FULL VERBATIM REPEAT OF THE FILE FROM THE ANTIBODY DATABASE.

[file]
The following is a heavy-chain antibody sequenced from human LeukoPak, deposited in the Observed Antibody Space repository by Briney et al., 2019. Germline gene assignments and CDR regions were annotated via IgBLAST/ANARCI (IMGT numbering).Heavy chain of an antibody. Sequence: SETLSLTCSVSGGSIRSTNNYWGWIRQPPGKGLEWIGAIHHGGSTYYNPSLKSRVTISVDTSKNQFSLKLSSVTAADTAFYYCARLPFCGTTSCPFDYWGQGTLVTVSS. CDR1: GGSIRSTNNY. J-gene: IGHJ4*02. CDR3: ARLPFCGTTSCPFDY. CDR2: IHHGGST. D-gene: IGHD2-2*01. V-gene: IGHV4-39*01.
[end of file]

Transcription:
The following is a heavy-chain antibody sequenced from human LeukoPak, deposited in the Observed Antibody Space repository by Briney et al., 2019. Germline gene assignments and CDR regions were annotated via IgBLAST/ANARCI (IMGT numbering).Heavy chain of an antibody. Sequence: SETLSLTCSVSGGSIRSTNNYWGWIRQPPGKGLEWIGAIHHGGSTYYNPSLKSRVTISVDTSKNQFSLKLSSVTAADTAFYYCARLPFCGTTSCPFDYWGQGTLVTVSS. CDR1: GGSIRSTNNY. J-gene: IGHJ4*02. CDR3: ARLPFCGTTSCPFDY. CDR2: IHHGGST. D-gene: IGHD2-2*01. V-gene: IGHV4-39*01.